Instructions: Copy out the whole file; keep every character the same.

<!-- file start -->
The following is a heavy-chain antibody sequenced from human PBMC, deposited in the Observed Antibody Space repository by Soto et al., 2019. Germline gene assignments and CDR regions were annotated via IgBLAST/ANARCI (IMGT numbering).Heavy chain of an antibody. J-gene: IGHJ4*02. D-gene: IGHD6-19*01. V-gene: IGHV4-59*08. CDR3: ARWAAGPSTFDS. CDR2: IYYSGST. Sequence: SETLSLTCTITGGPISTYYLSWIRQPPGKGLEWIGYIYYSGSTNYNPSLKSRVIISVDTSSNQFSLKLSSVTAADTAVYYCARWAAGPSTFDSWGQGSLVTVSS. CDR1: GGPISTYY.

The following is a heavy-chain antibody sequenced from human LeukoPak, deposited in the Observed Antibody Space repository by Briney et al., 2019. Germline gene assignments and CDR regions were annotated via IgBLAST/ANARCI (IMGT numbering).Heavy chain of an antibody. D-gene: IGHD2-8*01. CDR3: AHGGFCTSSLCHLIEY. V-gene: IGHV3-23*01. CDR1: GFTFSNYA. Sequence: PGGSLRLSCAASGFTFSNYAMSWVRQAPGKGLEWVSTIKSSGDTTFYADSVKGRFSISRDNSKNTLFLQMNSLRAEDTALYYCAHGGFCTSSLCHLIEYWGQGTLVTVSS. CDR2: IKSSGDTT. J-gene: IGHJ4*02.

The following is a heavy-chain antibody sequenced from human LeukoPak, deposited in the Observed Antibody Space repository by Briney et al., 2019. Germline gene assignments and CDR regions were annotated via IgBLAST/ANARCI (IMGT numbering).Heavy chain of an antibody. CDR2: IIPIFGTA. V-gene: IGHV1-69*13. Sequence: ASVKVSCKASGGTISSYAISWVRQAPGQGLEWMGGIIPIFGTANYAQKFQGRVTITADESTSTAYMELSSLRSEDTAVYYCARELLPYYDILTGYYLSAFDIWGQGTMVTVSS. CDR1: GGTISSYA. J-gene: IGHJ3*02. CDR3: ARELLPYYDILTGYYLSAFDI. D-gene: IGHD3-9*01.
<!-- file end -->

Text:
The following is a heavy-chain antibody sequenced from human PBMC, deposited in the Observed Antibody Space repository by Soto et al., 2019. Germline gene assignments and CDR regions were annotated via IgBLAST/ANARCI (IMGT numbering).Heavy chain of an antibody. J-gene: IGHJ4*02. D-gene: IGHD6-19*01. V-gene: IGHV4-59*08. CDR3: ARWAAGPSTFDS. CDR2: IYYSGST. Sequence: SETLSLTCTITGGPISTYYLSWIRQPPGKGLEWIGYIYYSGSTNYNPSLKSRVIISVDTSSNQFSLKLSSVTAADTAVYYCARWAAGPSTFDSWGQGSLVTVSS. CDR1: GGPISTYY.

The following is a heavy-chain antibody sequenced from human LeukoPak, deposited in the Observed Antibody Space repository by Briney et al., 2019. Germline gene assignments and CDR regions were annotated via IgBLAST/ANARCI (IMGT numbering).Heavy chain of an antibody. D-gene: IGHD2-8*01. CDR3: AHGGFCTSSLCHLIEY. V-gene: IGHV3-23*01. CDR1: GFTFSNYA. Sequence: PGGSLRLSCAASGFTFSNYAMSWVRQAPGKGLEWVSTIKSSGDTTFYADSVKGRFSISRDNSKNTLFLQMNSLRAEDTALYYCAHGGFCTSSLCHLIEYWGQGTLVTVSS. CDR2: IKSSGDTT. J-gene: IGHJ4*02.

The following is a heavy-chain antibody sequenced from human LeukoPak, deposited in the Observed Antibody Space repository by Briney et al., 2019. Germline gene assignments and CDR regions were annotated via IgBLAST/ANARCI (IMGT numbering).Heavy chain of an antibody. CDR2: IIPIFGTA. V-gene: IGHV1-69*13. Sequence: ASVKVSCKASGGTISSYAISWVRQAPGQGLEWMGGIIPIFGTANYAQKFQGRVTITADESTSTAYMELSSLRSEDTAVYYCARELLPYYDILTGYYLSAFDIWGQGTMVTVSS. CDR1: GGTISSYA. J-gene: IGHJ3*02. CDR3: ARELLPYYDILTGYYLSAFDI. D-gene: IGHD3-9*01.